UVA Reveals How Genetic Differences In Fat Shape Men And Women’s Health Risks

Saturday, 26 September 2020, 8:56 amPress Release: University of Virginia New University of Virginia research…

UVA Reveals How Genetic Differences In Fat Shape Men And Women’s Health Risks

New University of Virginia research is revealing how
genetic differences in the fat in men’s and women’s bodies
affect the diseases each sex is likely to

Researchers Mete Civelek, PhD, Warren Anderson,
PhD, and their collaborators have determined that
differences in fat storage and formation in men and women
strongly affect the activity of 162 different genes found in
fat tissue. Further, 13 of the genes come in variants that
have different effects in men and women.

Some of those
genes identified have already been connected with conditions
such as type 2 diabetes and cardiovascular disease. The
findings help explain the differing health risks men and
women face, and they set the stage for better, more targeted

“Obesity is associated with a number of
health risks, and how men and women store excess calories as
fat makes a difference in how they have different
susceptibilities to common diseases,” said Civelek, of
UVA’s Department of Biomedical Engineering, a joint
program of UVA’s School of Medicine and School of

“We studied people of different
ethnicities and health conditions, and we found a group of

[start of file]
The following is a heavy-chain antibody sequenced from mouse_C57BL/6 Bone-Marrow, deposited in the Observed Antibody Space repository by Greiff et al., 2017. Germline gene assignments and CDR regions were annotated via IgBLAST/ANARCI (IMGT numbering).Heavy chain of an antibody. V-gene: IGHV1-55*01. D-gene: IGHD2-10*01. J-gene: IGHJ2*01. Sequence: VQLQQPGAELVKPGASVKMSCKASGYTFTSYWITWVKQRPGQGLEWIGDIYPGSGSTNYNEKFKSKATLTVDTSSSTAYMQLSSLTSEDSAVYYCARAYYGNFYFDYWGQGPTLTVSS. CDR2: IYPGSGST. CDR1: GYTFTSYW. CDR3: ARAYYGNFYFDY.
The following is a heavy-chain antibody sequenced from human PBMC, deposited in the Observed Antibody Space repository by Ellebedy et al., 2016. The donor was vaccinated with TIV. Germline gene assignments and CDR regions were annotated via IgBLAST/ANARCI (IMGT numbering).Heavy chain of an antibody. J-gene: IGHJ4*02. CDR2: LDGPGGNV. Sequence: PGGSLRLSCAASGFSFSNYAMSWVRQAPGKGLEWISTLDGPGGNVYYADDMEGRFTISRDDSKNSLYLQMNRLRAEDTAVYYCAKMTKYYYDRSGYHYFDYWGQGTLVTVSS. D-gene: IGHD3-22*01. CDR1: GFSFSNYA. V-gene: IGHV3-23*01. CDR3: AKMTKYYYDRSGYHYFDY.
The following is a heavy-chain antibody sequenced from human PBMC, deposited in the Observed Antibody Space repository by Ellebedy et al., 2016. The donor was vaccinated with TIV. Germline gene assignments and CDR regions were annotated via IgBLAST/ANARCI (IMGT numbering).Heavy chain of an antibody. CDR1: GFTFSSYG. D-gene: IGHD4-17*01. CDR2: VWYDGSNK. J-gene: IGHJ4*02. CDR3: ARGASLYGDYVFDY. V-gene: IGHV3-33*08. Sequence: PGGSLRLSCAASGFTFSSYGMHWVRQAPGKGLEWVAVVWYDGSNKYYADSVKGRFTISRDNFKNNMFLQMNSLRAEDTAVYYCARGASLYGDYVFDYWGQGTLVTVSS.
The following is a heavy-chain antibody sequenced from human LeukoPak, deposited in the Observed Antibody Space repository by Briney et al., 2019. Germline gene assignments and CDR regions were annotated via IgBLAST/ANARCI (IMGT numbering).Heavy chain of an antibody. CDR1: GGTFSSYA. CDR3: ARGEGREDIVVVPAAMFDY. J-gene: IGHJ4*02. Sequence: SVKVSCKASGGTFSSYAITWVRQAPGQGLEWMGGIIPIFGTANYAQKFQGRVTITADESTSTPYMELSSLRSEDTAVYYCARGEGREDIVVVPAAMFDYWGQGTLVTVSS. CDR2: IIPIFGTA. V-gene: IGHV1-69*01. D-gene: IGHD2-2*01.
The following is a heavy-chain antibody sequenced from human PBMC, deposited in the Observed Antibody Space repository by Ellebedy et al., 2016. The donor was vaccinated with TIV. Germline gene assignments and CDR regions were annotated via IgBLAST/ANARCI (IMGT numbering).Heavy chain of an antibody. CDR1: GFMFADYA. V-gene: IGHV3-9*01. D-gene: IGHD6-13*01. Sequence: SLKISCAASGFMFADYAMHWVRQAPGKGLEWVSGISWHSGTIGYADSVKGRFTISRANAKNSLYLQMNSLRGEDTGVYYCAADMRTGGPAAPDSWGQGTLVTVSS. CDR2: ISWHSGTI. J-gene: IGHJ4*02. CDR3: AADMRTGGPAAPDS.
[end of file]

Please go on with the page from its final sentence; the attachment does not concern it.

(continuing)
genes that are different in their abundance between men and
women independent of ethnicity or health

Fat Genes

One of the great
challenges of genetic research is the tremendous volume of
information it produces. Previous studies had identified
thousands of genes found in fat that appeared to behave
differently based on sex, but Civelek and his collaborators
found “robust” differences in only 162. This was based
on the researchers’ analysis of approximately 3,000 human
samples collected from geographically and ethnically diverse

“By combining a variety of data
resources, we were able to identify specific genes that
could be targeted to elicit distinct therapeutic outcomes in
men and women.” said Anderson, a member of Civelek’s

Digging deeper, the researchers identified six
specific genes that were particularly influential in terms
of regulating the activity of fat tissue. “We can now
focus on these six genes as potential therapeutic
targets,” Civelek said.

The findings are
particularly notable because there has been much research
into sex differences in fat tissue in terms of its
distribution (pear shaped vs. apple shaped bodies, for
example) and other aspects, but the important genetic
contributions have remained relatively

“We believe our findings
will be beneficial in precision medicine efforts to find
drug targets that can help with specific problems that men
and women face,” Civelek said. “For example, men are
more prone to cardiovascular disorders and women to obesity.
The fat genes we identified could contribute to the severity
of those illnesses and how men and women respond to
treatment differently.”


The researchers have published their
findings in the scientific journal Genome Research. The
research team consisted of Anderson, Joon Yuhl Soh, Sarah E.
Innis, Alexis Dimanche, Lijiang Ma, Carl D. Langefeld, Mary
E. Comeau, Swapan K. Das, Eric E. Schadt, Johan L.M.
Bjorkegren and

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